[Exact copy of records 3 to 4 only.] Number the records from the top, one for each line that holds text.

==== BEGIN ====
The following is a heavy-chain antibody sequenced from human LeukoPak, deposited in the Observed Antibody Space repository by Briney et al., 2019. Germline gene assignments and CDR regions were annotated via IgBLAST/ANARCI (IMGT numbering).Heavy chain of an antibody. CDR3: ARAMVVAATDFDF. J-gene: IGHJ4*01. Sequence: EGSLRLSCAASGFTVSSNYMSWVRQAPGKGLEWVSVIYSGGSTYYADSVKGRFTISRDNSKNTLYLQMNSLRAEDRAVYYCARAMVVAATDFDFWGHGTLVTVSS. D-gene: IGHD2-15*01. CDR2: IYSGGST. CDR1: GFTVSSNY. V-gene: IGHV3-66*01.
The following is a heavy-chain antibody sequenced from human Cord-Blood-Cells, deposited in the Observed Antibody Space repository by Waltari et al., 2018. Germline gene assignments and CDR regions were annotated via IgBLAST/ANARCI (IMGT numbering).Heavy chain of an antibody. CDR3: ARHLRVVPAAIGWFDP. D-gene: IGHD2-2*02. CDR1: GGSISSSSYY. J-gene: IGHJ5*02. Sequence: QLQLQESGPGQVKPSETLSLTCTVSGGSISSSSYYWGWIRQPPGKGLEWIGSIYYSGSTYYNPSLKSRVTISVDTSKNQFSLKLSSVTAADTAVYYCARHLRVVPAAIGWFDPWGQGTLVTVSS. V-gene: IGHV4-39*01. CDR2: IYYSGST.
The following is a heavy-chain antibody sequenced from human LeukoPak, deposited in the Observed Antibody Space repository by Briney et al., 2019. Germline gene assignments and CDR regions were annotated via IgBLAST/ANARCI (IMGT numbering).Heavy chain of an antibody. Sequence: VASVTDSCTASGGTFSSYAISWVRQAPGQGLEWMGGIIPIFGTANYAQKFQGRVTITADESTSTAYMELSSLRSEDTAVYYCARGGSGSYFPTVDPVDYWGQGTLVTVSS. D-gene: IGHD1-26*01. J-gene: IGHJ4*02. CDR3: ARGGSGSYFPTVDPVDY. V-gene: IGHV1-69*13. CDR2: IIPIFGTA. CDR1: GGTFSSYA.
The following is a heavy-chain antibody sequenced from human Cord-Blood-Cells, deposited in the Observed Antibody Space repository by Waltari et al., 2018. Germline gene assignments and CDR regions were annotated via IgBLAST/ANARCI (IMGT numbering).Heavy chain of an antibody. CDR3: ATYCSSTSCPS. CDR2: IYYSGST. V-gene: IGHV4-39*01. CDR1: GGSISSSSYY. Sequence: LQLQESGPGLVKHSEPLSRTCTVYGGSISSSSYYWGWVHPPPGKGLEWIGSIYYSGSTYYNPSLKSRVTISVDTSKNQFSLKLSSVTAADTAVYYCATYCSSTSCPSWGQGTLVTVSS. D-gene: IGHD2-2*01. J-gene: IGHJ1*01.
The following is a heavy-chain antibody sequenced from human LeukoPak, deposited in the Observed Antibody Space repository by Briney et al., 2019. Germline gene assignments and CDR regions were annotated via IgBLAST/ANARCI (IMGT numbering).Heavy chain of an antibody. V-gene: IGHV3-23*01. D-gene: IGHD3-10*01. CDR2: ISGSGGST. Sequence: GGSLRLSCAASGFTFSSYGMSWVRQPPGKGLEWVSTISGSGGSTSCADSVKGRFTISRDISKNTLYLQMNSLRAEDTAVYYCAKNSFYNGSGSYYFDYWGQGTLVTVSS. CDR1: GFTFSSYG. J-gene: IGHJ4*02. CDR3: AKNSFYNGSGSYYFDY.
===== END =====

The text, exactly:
The following is a heavy-chain antibody sequenced from human LeukoPak, deposited in the Observed Antibody Space repository by Briney et al., 2019. Germline gene assignments and CDR regions were annotated via IgBLAST/ANARCI (IMGT numbering).Heavy chain of an antibody. Sequence: VASVTDSCTASGGTFSSYAISWVRQAPGQGLEWMGGIIPIFGTANYAQKFQGRVTITADESTSTAYMELSSLRSEDTAVYYCARGGSGSYFPTVDPVDYWGQGTLVTVSS. D-gene: IGHD1-26*01. J-gene: IGHJ4*02. CDR3: ARGGSGSYFPTVDPVDY. V-gene: IGHV1-69*13. CDR2: IIPIFGTA. CDR1: GGTFSSYA.
The following is a heavy-chain antibody sequenced from human Cord-Blood-Cells, deposited in the Observed Antibody Space repository by Waltari et al., 2018. Germline gene assignments and CDR regions were annotated via IgBLAST/ANARCI (IMGT numbering).Heavy chain of an antibody. CDR3: ATYCSSTSCPS. CDR2: IYYSGST. V-gene: IGHV4-39*01. CDR1: GGSISSSSYY. Sequence: LQLQESGPGLVKHSEPLSRTCTVYGGSISSSSYYWGWVHPPPGKGLEWIGSIYYSGSTYYNPSLKSRVTISVDTSKNQFSLKLSSVTAADTAVYYCATYCSSTSCPSWGQGTLVTVSS. D-gene: IGHD2-2*01. J-gene: IGHJ1*01.